NEW YORK (GenomeWeb) – A research team from the UK has determined that a rapid molecular Ebola assay from BioMérieux subsidiary BioFire Defense is sufficiently sensitive and specific to be an attractive option for relatively low-throughput laboratories testing for the disease.
However, the assay and accompanying platform may not yet be suitable in outbreak situations or in labs with relatively high testing throughput, the researchers suggested.
Rapid and specific testing is critical for patient care in suspected cases of Ebola virus infection, but rigorous evaluation of the numerous molecular diagnostics that have received Emergency Use Authorization from the US Food and Drug Administration is ongoing.
Since August of 2014, eight molecular diagnostics for Ebola have been authorized. These include the FilmArray NGDS BT-E Assay and Biothreat-E test from BioFire Defense, which have been the subject of at least three peer-reviewed evaluations since mid-July of this year.
The most recent study of the BioThreat-E test, published online last week in the Journal of Clinical Microbiology, was a collaborative effort of the Defence Science Technology Laboratory, Public Health England, and the Centre of Defence Pathology in the UK.
The group tested samples as they became available during the Ebola crisis last year. These included 44 patients in Sierra Leone as well as 70 patients in the UK who had symptoms and had recently traveled to West Africa. During that period, the rare and imported pathogens lab at PHE saw a 10-fold increase in testing frequency, although the majority of patients were not infected with Ebola, the study noted.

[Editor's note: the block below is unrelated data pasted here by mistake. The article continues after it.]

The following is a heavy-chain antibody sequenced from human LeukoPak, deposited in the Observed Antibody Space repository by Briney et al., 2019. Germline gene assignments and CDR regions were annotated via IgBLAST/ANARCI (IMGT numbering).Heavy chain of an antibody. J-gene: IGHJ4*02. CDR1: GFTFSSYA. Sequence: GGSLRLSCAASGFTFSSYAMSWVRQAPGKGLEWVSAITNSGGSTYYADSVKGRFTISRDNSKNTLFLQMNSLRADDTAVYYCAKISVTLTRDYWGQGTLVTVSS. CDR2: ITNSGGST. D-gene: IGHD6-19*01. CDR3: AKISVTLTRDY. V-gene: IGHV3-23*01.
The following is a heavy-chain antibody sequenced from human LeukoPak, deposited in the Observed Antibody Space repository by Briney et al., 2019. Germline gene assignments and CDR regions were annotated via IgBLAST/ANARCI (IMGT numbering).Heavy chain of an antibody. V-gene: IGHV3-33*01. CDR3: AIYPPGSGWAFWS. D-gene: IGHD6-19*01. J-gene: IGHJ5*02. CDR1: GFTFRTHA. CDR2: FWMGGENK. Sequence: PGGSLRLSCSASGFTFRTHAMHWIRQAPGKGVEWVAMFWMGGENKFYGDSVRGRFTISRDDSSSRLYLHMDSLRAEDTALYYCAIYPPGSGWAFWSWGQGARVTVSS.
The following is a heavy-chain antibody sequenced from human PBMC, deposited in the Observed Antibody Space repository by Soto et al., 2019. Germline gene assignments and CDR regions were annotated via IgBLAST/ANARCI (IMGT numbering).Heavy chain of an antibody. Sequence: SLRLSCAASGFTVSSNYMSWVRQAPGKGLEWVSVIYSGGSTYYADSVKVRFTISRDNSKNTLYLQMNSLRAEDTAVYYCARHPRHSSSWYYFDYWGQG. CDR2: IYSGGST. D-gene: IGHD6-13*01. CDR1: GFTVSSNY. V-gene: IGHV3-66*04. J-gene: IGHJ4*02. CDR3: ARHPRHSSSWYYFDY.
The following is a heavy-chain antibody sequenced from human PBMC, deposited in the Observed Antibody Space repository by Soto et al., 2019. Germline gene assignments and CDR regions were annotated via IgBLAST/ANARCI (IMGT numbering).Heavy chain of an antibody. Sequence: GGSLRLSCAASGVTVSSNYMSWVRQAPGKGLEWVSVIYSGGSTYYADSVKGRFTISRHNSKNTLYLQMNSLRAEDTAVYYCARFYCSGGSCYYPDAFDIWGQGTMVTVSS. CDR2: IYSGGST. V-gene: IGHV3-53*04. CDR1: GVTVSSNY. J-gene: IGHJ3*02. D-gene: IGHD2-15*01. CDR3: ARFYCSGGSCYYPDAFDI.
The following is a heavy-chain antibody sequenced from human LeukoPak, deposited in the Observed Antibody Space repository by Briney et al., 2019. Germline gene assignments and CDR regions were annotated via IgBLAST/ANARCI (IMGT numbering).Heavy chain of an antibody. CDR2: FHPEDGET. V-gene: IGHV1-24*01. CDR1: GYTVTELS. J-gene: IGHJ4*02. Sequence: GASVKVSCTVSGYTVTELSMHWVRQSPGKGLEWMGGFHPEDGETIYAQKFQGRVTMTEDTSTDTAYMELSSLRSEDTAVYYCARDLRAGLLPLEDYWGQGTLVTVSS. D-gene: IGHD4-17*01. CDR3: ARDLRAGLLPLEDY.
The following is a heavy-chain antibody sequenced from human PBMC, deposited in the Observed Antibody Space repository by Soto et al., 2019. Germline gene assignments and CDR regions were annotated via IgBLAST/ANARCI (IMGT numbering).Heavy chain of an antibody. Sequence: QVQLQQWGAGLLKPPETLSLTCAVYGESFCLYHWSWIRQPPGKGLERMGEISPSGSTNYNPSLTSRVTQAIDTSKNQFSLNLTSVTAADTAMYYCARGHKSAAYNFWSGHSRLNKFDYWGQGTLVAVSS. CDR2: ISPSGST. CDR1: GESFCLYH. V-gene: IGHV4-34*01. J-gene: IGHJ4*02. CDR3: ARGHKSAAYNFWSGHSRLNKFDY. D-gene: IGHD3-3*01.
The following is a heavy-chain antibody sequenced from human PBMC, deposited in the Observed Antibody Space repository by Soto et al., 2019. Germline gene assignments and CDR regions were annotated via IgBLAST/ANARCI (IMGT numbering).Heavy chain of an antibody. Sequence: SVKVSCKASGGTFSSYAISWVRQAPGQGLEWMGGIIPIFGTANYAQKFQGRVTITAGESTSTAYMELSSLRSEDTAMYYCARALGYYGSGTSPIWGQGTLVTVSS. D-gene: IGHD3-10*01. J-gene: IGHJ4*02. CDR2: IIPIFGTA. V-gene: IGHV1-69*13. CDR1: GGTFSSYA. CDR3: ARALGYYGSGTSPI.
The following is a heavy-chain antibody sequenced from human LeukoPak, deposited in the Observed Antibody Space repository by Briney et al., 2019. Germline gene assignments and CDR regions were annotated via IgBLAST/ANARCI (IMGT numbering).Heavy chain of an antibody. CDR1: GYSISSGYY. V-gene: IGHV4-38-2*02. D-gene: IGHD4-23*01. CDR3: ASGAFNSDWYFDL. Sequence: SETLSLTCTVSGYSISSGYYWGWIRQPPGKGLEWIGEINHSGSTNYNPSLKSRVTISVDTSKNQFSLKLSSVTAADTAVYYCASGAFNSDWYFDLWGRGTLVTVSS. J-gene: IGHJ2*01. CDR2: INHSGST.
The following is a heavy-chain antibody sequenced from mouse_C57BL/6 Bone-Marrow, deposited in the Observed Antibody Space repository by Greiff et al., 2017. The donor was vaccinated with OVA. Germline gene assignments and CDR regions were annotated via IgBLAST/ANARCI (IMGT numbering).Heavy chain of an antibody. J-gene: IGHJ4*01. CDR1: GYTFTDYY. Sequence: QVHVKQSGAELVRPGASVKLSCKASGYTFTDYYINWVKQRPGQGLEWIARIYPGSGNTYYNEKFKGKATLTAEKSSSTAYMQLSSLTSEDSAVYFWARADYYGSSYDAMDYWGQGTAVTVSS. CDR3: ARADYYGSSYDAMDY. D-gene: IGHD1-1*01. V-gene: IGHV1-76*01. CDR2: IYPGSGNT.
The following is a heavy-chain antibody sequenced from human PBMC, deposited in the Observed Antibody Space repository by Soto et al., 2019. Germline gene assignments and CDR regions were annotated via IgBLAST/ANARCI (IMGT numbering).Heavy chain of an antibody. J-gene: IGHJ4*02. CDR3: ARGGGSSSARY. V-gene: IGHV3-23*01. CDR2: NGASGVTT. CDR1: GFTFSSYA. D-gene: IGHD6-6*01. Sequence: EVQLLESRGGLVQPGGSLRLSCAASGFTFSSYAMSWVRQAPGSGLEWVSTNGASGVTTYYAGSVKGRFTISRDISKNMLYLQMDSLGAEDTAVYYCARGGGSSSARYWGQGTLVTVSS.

Importantly, the evaluation deviated from the BioFire FilmArray protocol by adding a heating step prior to testing of 60 °C for 15 minutes. This was intended to inactivate the virus and enable the assays to be performed at lower biological safety levels.
According to Simon Weller, first author on the JCM study and a researcher at DSTL, the three agencies had different aims in conducting the evaluation.
"From a defense perspective, we have an interest in low operative and logistic burden diagnostic technologies — the FilmArray fits neatly into this area — and therefore the Ebola outbreak was an opportunity to test such a platform in a real-world setting," Weller told GenomeWeb in an email.
Meanwhile, from a public health perspective, there was a requirement to enhance the UK capability to rapidly test suspected patients closer to where they presented for diagnosis, Weller said, noting that most regional PHE labs didn’t operate an Ebola testing service prior to the outbreak.
"The FilmArray was a candidate for a means to rapidly put a safe and sensitive testing capability into these regional labs," he added.
The study compared the FilmArray Biothreat E-test to a published TaqMan-based real-time PCR assay. That assay had been optimized and validated previously by PHE for use in the UK and Sierra Leone, and included a bacteriophage internal control, Weller said.
The BioThreat-E test showed comparable performance to the validated PCR, with a sensitivity of 84 percent and specificity of 89 percent in the Sierra Leone samples, and a sensitivity of 75 percent and specificity of 100 percent in the samples from the UK.